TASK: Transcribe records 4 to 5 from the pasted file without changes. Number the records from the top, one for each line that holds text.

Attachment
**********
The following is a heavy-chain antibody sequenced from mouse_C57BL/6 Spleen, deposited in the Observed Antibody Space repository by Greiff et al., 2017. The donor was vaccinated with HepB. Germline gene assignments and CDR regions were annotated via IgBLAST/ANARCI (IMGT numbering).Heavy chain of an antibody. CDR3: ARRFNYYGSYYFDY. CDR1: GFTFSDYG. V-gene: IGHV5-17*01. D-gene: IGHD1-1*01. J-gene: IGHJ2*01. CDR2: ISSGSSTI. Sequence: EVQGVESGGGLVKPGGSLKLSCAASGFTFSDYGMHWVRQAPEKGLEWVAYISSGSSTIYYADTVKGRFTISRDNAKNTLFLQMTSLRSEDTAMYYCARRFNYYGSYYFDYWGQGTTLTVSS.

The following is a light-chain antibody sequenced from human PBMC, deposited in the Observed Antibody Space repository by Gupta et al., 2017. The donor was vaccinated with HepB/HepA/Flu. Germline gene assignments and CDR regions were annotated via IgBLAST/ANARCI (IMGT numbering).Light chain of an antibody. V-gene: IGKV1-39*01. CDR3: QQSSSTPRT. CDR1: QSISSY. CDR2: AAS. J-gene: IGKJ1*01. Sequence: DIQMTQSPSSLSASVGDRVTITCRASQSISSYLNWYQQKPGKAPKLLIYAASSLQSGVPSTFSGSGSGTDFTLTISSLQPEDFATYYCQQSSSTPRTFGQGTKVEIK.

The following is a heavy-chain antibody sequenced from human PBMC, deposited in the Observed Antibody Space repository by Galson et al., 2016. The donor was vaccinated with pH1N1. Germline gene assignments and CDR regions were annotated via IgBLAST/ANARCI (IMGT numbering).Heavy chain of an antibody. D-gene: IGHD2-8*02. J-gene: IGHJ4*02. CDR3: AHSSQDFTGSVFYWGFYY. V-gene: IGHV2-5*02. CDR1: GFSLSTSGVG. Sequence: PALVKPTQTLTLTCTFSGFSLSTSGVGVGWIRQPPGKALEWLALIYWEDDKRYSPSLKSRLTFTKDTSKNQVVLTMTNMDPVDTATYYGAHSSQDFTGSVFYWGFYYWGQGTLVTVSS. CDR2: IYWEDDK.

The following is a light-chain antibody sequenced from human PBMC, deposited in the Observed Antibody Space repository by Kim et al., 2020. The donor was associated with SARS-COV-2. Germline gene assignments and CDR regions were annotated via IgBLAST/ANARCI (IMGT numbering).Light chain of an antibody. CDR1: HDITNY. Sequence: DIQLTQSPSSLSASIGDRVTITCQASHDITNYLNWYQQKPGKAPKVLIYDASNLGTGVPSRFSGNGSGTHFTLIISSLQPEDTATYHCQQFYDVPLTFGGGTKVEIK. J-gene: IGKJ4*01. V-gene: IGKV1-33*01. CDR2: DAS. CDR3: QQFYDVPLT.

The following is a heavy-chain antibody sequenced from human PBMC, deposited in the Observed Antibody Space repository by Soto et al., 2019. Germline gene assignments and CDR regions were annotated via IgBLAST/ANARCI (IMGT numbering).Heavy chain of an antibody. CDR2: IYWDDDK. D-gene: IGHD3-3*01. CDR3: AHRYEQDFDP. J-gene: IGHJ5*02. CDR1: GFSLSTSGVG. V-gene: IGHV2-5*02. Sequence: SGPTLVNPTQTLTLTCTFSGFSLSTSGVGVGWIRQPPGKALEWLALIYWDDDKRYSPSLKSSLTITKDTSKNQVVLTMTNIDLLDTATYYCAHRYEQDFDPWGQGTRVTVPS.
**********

The following is a light-chain antibody sequenced from human PBMC, deposited in the Observed Antibody Space repository by Kim et al., 2020. The donor was associated with SARS-COV-2. Germline gene assignments and CDR regions were annotated via IgBLAST/ANARCI (IMGT numbering).Light chain of an antibody. CDR1: HDITNY. Sequence: DIQLTQSPSSLSASIGDRVTITCQASHDITNYLNWYQQKPGKAPKVLIYDASNLGTGVPSRFSGNGSGTHFTLIISSLQPEDTATYHCQQFYDVPLTFGGGTKVEIK. J-gene: IGKJ4*01. V-gene: IGKV1-33*01. CDR2: DAS. CDR3: QQFYDVPLT.

The following is a heavy-chain antibody sequenced from human PBMC, deposited in the Observed Antibody Space repository by Soto et al., 2019. Germline gene assignments and CDR regions were annotated via IgBLAST/ANARCI (IMGT numbering).Heavy chain of an antibody. CDR2: IYWDDDK. D-gene: IGHD3-3*01. CDR3: AHRYEQDFDP. J-gene: IGHJ5*02. CDR1: GFSLSTSGVG. V-gene: IGHV2-5*02. Sequence: SGPTLVNPTQTLTLTCTFSGFSLSTSGVGVGWIRQPPGKALEWLALIYWDDDKRYSPSLKSSLTITKDTSKNQVVLTMTNIDLLDTATYYCAHRYEQDFDPWGQGTRVTVPS.